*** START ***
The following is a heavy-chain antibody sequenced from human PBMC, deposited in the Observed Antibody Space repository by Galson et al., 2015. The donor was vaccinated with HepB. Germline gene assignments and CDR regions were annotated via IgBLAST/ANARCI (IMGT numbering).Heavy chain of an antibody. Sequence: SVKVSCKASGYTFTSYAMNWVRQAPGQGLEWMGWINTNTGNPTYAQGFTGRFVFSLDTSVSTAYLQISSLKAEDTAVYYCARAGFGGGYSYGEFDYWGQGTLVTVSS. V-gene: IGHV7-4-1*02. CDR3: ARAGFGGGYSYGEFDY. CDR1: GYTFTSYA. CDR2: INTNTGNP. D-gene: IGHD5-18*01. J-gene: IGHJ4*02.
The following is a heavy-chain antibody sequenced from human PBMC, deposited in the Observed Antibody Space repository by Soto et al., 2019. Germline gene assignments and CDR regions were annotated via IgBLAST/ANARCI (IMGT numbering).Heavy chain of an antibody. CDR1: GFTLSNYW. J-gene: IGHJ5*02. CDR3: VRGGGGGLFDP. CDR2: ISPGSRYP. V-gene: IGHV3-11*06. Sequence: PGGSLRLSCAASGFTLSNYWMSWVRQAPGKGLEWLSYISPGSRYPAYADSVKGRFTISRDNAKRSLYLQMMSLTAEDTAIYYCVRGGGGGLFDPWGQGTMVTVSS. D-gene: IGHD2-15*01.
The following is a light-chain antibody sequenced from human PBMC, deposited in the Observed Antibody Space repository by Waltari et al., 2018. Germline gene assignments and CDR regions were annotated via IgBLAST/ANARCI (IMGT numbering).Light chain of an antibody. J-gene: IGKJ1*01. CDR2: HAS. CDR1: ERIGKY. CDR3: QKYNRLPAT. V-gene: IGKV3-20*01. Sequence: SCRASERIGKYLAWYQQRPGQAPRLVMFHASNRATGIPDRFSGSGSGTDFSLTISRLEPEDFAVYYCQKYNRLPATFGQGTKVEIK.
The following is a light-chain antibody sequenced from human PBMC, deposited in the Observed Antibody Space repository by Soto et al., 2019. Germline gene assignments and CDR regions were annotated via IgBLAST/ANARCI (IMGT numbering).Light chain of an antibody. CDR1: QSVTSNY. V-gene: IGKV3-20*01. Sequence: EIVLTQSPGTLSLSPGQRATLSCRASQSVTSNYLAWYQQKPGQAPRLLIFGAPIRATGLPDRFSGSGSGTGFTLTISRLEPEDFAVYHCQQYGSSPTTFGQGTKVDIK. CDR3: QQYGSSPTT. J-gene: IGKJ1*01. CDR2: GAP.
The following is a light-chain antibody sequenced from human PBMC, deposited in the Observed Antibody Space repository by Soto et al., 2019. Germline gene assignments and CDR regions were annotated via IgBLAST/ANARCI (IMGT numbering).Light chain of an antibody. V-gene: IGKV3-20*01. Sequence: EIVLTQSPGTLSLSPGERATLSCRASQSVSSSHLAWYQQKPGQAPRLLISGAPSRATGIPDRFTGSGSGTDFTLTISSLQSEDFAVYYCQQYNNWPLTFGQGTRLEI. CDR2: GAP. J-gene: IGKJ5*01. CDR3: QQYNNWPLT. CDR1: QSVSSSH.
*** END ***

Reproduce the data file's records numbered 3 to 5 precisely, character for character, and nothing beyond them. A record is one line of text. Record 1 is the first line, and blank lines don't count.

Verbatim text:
The following is a light-chain antibody sequenced from human PBMC, deposited in the Observed Antibody Space repository by Waltari et al., 2018. Germline gene assignments and CDR regions were annotated via IgBLAST/ANARCI (IMGT numbering).Light chain of an antibody. J-gene: IGKJ1*01. CDR2: HAS. CDR1: ERIGKY. CDR3: QKYNRLPAT. V-gene: IGKV3-20*01. Sequence: SCRASERIGKYLAWYQQRPGQAPRLVMFHASNRATGIPDRFSGSGSGTDFSLTISRLEPEDFAVYYCQKYNRLPATFGQGTKVEIK.
The following is a light-chain antibody sequenced from human PBMC, deposited in the Observed Antibody Space repository by Soto et al., 2019. Germline gene assignments and CDR regions were annotated via IgBLAST/ANARCI (IMGT numbering).Light chain of an antibody. CDR1: QSVTSNY. V-gene: IGKV3-20*01. Sequence: EIVLTQSPGTLSLSPGQRATLSCRASQSVTSNYLAWYQQKPGQAPRLLIFGAPIRATGLPDRFSGSGSGTGFTLTISRLEPEDFAVYHCQQYGSSPTTFGQGTKVDIK. CDR3: QQYGSSPTT. J-gene: IGKJ1*01. CDR2: GAP.
The following is a light-chain antibody sequenced from human PBMC, deposited in the Observed Antibody Space repository by Soto et al., 2019. Germline gene assignments and CDR regions were annotated via IgBLAST/ANARCI (IMGT numbering).Light chain of an antibody. V-gene: IGKV3-20*01. Sequence: EIVLTQSPGTLSLSPGERATLSCRASQSVSSSHLAWYQQKPGQAPRLLISGAPSRATGIPDRFTGSGSGTDFTLTISSLQSEDFAVYYCQQYNNWPLTFGQGTRLEI. CDR2: GAP. J-gene: IGKJ5*01. CDR3: QQYNNWPLT. CDR1: QSVSSSH.